Inflated Numbers; Erroneous Conclusions

Claims by the wind industry that another year-long extension of the Production Tax Credit (PTC) would create American jobs are based on “self-serving industry interviews and unsupported wind capacity forecasts that have no credibility,” according to a study by the American Energy Alliance (AEA) and the National Center for Public Policy Research (NCPPR). Additionally, the report finds that the analysis conducted for the wind industry by Chicago-based Navigant Consulting significantly overestimated the number of jobs that would be lost as a result of scheduled expiration of the PTC on Dec. 31, 2012.  Congress voted to extend the subsidy at a cost of over $12 billion during last year’s fiscal cliff negotiations.

The study, “Inflated Numbers; Erroneous Conclusions: The Navigant Wind Jobs Report,” was conducted by Charles Cicchetti, Ph.D, a senior advisor to the Pacific Economics Group and Navigant. The study lays bare the macroeconomic distortions and faulty modeling that the wind industry used to justify continued payments of its taxpayer-funded corporate welfare.

The study’s key findings include:

  • Navigant-Wind-Jobs-ReportWhen calculating potential job losses, Navigant used the wind industry’s self-serving, inflated forecasts for wind capacity “lost” without the PTC, which exceeded the federal government’s non-biased forecasts by as much as 55%.
  • Navigant’s analysis also incorrectly applied one model to determine direct job losses in key states, inflating them by at least 100%. Incorrectly applying another model resulted in questionable multipliers that inflated job loss estimates by at least another 72%.
  • The Navigant report narrowly focuses on supposed jobs lost in the wind industry if the PTC isn’t extended but completely ignores the U.S. economy as a whole. If new generating capacity is needed and jobs are the measure, other sources of electricity, such as coal, nuclear power or atural gas, would create more direct jobs than wind power for an equal amount of new generating capacity. In a separate May 2010 report, Navigant actually acknowledged that wind power produces fewer jobs, direct and indirect, than other sources of electricity for an equivalent amount of capacity.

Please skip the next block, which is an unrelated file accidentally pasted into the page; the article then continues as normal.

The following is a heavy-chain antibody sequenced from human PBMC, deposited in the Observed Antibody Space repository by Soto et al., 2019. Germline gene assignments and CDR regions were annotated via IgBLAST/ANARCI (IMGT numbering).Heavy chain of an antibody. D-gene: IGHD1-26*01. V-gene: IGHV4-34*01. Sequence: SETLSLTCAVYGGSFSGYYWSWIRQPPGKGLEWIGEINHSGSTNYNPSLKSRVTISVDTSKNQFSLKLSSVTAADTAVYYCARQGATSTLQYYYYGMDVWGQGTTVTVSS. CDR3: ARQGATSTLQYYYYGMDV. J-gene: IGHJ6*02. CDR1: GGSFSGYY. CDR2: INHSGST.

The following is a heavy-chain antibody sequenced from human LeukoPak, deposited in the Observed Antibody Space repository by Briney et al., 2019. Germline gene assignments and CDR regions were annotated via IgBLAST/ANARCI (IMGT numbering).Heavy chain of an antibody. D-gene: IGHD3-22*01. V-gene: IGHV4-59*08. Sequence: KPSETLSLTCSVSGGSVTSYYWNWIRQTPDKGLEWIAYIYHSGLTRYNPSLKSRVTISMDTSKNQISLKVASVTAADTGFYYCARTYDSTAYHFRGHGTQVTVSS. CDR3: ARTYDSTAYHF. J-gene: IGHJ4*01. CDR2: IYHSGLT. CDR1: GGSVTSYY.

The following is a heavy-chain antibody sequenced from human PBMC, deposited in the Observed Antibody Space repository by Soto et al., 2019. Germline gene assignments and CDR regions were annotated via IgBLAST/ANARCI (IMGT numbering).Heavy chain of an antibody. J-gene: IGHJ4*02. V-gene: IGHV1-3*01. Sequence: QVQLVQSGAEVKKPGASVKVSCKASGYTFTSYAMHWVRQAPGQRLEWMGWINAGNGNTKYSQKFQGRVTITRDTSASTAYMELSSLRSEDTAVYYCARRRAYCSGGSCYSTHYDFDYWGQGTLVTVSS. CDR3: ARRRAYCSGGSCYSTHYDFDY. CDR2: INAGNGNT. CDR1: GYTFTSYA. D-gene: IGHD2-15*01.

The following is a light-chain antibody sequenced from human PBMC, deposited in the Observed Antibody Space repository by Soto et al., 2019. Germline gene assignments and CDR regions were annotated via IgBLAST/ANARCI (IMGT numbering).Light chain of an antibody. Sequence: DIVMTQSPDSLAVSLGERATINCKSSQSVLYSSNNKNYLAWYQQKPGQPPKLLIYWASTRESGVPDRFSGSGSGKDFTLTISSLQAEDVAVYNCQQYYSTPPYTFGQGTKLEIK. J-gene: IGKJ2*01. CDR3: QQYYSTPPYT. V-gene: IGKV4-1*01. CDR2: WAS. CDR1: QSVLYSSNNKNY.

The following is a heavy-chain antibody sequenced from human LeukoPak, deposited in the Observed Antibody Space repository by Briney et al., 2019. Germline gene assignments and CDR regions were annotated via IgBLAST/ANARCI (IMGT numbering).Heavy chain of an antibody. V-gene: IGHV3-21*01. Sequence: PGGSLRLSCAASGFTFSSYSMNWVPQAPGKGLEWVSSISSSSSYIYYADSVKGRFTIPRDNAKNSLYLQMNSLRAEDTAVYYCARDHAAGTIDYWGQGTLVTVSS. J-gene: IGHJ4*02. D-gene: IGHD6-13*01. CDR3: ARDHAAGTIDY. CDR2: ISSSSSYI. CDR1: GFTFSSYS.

• Subsidizing wind is very costly per job created. A one-year PTC extension could cost as much as a staggering $4.8 million for each direct wind manufacturing and construction job added.

The Navigant study claimed that the U.S. economy stood to lose 37,000 jobs in 2013 if the PTC were to have expired. Yet Dr. Cicchetti’s analysis demonstrates that Navigant misapplied models used to substantiate this claim, with the result that potential direct job losses were inflated by at least 100 percent in the key states that were reviewed. As a result, lawmakers and the general public were misled to believe that an extension of the PTC would strengthen the U.S. economy. Regarding the Navigant study, Dr. Cicchetti concludes, “The Report’s resulting job loss numbers are meaningless and should not be used to justify spending billions of dollars in taxpayer money to extend an unneeded subsidy for the wind industry.”

“This study confirms what we have known all along: the PTC is bad policy built on faulty economic analysis that results in a net loss for the U.S. economy,” said AEA President Thomas Pyle. “A sounder approach would be to let the free market determine winners and losers among energy sources, instead of Washington doling out billions of dollars to prop up Big Wind at great loss to the federal treasury and the U.S. jobs market.”

To read the entire study, click here.

To view the appendix to the study, click here.

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